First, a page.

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No legal right to occupy

This content applies to England & Wales

An explanation of a person who is considered as having no accommodation if s/he has no legal right to occupy accommodation .

Three types of legal right

A person is considered as having no accommodation if s/he has no legal right to occupy the accommodation.[1] The first step is therefore to establish whether the applicant has any legal right to occupy the property. There are three types of legal right specified in the Housing Act 1996:

  • a legal interest in the property or a court order which gives a right to occupy, for example an owner, tenant, or someone with a beneficial interest (financial stake), or someone with an order from the matrimonial/family courts granting a right to occupy (known as an occupation order)[2]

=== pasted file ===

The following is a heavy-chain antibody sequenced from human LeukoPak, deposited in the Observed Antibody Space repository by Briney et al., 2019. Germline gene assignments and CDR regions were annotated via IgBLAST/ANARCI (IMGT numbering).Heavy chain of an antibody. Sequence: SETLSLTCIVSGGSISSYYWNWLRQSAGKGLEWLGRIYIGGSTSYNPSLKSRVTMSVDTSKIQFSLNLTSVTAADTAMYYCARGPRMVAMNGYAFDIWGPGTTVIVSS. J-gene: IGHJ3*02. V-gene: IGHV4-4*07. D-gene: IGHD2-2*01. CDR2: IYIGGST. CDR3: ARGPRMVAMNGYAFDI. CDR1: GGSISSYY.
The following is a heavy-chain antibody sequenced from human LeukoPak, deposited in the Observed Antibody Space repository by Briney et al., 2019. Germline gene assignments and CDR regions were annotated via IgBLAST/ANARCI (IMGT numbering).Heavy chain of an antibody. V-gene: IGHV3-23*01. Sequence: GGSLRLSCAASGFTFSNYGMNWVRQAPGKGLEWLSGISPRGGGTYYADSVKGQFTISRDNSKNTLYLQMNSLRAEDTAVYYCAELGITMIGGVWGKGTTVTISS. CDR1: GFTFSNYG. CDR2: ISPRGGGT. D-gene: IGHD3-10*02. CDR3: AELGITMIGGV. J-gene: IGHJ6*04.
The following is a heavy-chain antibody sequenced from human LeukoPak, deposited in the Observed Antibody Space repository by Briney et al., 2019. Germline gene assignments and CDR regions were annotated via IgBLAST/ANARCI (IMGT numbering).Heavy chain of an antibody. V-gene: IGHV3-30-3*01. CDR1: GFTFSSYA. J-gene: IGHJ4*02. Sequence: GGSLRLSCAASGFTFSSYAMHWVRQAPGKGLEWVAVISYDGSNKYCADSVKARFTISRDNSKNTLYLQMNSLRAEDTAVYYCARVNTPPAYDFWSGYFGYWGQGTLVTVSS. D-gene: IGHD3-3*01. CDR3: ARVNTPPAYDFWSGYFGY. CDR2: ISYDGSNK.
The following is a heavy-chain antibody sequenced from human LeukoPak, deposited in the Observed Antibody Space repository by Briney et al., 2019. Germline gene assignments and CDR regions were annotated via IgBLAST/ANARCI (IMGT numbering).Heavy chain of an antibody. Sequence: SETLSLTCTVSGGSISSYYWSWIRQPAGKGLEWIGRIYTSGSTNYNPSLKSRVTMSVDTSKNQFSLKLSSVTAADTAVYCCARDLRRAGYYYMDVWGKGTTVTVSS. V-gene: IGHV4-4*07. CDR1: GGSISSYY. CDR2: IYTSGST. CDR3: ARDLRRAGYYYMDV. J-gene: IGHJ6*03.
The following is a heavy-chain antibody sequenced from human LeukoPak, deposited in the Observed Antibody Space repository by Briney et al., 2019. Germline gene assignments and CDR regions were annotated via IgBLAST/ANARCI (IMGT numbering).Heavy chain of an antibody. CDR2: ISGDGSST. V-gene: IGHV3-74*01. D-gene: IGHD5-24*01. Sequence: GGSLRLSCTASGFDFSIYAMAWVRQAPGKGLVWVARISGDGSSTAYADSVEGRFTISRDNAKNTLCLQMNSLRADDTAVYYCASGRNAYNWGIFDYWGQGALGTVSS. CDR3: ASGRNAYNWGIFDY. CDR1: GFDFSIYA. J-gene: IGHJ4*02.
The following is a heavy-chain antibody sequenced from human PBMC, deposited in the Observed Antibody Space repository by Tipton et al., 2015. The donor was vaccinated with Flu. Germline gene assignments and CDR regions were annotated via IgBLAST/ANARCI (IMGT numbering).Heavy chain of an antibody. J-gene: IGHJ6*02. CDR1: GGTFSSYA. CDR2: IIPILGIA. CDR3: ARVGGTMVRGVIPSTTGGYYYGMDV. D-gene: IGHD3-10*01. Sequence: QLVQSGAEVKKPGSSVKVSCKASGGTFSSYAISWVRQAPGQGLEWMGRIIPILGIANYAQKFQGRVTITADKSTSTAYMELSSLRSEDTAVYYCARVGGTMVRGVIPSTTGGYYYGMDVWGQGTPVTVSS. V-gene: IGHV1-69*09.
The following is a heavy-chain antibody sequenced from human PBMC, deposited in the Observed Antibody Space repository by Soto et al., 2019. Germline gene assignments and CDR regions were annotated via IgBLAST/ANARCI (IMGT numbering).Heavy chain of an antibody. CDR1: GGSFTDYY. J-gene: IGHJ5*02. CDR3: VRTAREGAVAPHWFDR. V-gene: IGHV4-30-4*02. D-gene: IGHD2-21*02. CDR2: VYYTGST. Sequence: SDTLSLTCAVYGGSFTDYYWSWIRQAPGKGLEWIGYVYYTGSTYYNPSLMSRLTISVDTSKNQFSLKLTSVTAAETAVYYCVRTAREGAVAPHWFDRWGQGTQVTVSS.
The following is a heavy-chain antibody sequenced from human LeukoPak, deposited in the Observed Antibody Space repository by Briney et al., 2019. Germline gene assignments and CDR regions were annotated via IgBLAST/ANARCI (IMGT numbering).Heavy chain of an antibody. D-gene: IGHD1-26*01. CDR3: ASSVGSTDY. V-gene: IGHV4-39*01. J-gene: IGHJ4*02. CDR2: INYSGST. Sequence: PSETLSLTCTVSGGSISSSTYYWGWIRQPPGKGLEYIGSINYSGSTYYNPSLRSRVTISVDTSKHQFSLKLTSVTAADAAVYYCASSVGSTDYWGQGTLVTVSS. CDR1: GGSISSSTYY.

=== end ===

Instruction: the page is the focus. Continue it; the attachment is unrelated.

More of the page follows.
• an express or implied licence to occupy, for example an applicant who is living with her/his family or friends and has not been asked to leave.[3] The Court of Appeal held that by making a joint homelessness application with her previously estranged husband, a wife had given him an implied licence to occupy the temporary accommodation she was provided with when fleeing domestic abuse[4]
  • a right to remain granted by statute or a rule of law.[5] A spouse or civil partner of a tenant or home owner has the right to remain in occupation of the matrimonial home, and s/he cannot be evicted or excluded from the home without a court order.[6] In a case where there was a joint tenancy, it was held that the right to occupy of the spouse/civil partner could not be terminated by the joint tenant who was not the spouse/civil partner.[7]

'Hypothetical' accommodation